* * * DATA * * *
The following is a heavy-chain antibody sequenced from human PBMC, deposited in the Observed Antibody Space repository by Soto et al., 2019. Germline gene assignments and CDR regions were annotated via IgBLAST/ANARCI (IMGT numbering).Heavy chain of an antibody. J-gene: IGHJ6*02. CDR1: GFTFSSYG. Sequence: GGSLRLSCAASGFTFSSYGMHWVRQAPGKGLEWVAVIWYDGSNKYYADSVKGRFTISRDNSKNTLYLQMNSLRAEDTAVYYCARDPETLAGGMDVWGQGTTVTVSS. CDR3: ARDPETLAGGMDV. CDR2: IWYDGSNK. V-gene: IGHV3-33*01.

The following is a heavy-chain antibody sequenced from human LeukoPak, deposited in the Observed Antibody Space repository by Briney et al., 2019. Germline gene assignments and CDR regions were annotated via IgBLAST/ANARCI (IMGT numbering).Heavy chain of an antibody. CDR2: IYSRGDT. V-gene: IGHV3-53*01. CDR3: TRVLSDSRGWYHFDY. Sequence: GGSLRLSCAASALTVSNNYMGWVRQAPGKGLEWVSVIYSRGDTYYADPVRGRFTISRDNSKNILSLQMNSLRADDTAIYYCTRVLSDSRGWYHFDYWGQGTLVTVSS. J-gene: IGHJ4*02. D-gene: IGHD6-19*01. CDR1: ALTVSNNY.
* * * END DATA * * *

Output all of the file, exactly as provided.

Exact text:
The following is a heavy-chain antibody sequenced from human PBMC, deposited in the Observed Antibody Space repository by Soto et al., 2019. Germline gene assignments and CDR regions were annotated via IgBLAST/ANARCI (IMGT numbering).Heavy chain of an antibody. J-gene: IGHJ6*02. CDR1: GFTFSSYG. Sequence: GGSLRLSCAASGFTFSSYGMHWVRQAPGKGLEWVAVIWYDGSNKYYADSVKGRFTISRDNSKNTLYLQMNSLRAEDTAVYYCARDPETLAGGMDVWGQGTTVTVSS. CDR3: ARDPETLAGGMDV. CDR2: IWYDGSNK. V-gene: IGHV3-33*01.

The following is a heavy-chain antibody sequenced from human LeukoPak, deposited in the Observed Antibody Space repository by Briney et al., 2019. Germline gene assignments and CDR regions were annotated via IgBLAST/ANARCI (IMGT numbering).Heavy chain of an antibody. CDR2: IYSRGDT. V-gene: IGHV3-53*01. CDR3: TRVLSDSRGWYHFDY. Sequence: GGSLRLSCAASALTVSNNYMGWVRQAPGKGLEWVSVIYSRGDTYYADPVRGRFTISRDNSKNILSLQMNSLRADDTAIYYCTRVLSDSRGWYHFDYWGQGTLVTVSS. J-gene: IGHJ4*02. D-gene: IGHD6-19*01. CDR1: ALTVSNNY.